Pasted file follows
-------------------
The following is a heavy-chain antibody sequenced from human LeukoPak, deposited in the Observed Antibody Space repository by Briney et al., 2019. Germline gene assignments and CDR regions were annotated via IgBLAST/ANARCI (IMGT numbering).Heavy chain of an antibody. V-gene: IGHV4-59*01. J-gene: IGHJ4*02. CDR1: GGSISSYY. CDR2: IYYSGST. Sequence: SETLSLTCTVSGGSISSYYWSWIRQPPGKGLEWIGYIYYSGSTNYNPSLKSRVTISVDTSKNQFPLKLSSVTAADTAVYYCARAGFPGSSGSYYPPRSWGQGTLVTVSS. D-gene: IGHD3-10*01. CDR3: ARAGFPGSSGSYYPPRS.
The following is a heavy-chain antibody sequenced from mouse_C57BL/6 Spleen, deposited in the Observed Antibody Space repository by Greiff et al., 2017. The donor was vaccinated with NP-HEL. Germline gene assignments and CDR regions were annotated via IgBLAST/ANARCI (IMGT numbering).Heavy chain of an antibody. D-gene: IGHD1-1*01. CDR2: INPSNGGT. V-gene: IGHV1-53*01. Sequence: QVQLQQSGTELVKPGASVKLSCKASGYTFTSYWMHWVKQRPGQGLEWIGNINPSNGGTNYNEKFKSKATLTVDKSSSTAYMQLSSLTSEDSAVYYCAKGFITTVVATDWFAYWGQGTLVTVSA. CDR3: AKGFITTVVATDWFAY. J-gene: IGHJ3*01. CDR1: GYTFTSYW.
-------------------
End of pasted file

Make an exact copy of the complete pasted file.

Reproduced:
The following is a heavy-chain antibody sequenced from human LeukoPak, deposited in the Observed Antibody Space repository by Briney et al., 2019. Germline gene assignments and CDR regions were annotated via IgBLAST/ANARCI (IMGT numbering).Heavy chain of an antibody. V-gene: IGHV4-59*01. J-gene: IGHJ4*02. CDR1: GGSISSYY. CDR2: IYYSGST. Sequence: SETLSLTCTVSGGSISSYYWSWIRQPPGKGLEWIGYIYYSGSTNYNPSLKSRVTISVDTSKNQFPLKLSSVTAADTAVYYCARAGFPGSSGSYYPPRSWGQGTLVTVSS. D-gene: IGHD3-10*01. CDR3: ARAGFPGSSGSYYPPRS.
The following is a heavy-chain antibody sequenced from mouse_C57BL/6 Spleen, deposited in the Observed Antibody Space repository by Greiff et al., 2017. The donor was vaccinated with NP-HEL. Germline gene assignments and CDR regions were annotated via IgBLAST/ANARCI (IMGT numbering).Heavy chain of an antibody. D-gene: IGHD1-1*01. CDR2: INPSNGGT. V-gene: IGHV1-53*01. Sequence: QVQLQQSGTELVKPGASVKLSCKASGYTFTSYWMHWVKQRPGQGLEWIGNINPSNGGTNYNEKFKSKATLTVDKSSSTAYMQLSSLTSEDSAVYYCAKGFITTVVATDWFAYWGQGTLVTVSA. CDR3: AKGFITTVVATDWFAY. J-gene: IGHJ3*01. CDR1: GYTFTSYW.